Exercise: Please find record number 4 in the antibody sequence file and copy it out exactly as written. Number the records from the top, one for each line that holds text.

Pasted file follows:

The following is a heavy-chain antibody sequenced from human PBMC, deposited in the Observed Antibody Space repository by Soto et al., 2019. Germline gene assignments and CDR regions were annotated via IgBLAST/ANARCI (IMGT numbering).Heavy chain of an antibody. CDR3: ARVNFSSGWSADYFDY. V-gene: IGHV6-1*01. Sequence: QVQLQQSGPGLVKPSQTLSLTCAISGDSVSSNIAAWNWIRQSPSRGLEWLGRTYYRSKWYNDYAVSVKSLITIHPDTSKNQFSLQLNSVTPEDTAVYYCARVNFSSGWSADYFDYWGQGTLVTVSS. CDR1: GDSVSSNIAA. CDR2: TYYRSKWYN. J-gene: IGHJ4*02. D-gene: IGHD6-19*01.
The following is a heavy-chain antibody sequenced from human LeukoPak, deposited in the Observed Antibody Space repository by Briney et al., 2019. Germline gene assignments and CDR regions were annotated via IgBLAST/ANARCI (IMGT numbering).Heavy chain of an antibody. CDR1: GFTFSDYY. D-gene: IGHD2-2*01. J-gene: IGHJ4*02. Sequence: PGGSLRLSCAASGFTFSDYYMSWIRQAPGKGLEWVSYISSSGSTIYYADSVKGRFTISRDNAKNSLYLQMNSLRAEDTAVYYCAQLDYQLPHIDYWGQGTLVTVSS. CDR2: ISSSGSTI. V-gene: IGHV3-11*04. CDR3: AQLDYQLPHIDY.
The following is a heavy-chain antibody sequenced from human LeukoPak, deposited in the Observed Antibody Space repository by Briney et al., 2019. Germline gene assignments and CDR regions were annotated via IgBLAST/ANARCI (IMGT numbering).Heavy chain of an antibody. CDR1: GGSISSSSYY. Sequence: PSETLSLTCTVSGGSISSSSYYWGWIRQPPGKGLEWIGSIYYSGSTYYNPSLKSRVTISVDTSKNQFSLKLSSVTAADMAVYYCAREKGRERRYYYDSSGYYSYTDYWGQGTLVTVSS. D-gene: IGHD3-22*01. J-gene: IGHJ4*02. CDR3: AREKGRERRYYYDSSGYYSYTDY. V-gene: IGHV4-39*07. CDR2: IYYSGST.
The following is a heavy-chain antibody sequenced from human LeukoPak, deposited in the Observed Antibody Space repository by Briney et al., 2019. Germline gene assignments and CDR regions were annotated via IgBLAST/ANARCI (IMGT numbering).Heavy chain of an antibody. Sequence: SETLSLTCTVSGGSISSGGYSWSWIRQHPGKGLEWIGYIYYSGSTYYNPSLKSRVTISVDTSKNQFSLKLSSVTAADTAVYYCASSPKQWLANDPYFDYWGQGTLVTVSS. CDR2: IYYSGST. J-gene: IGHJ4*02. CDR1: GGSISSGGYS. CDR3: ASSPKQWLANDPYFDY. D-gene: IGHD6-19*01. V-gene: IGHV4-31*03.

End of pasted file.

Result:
The following is a heavy-chain antibody sequenced from human LeukoPak, deposited in the Observed Antibody Space repository by Briney et al., 2019. Germline gene assignments and CDR regions were annotated via IgBLAST/ANARCI (IMGT numbering).Heavy chain of an antibody. Sequence: SETLSLTCTVSGGSISSGGYSWSWIRQHPGKGLEWIGYIYYSGSTYYNPSLKSRVTISVDTSKNQFSLKLSSVTAADTAVYYCASSPKQWLANDPYFDYWGQGTLVTVSS. CDR2: IYYSGST. J-gene: IGHJ4*02. CDR1: GGSISSGGYS. CDR3: ASSPKQWLANDPYFDY. D-gene: IGHD6-19*01. V-gene: IGHV4-31*03.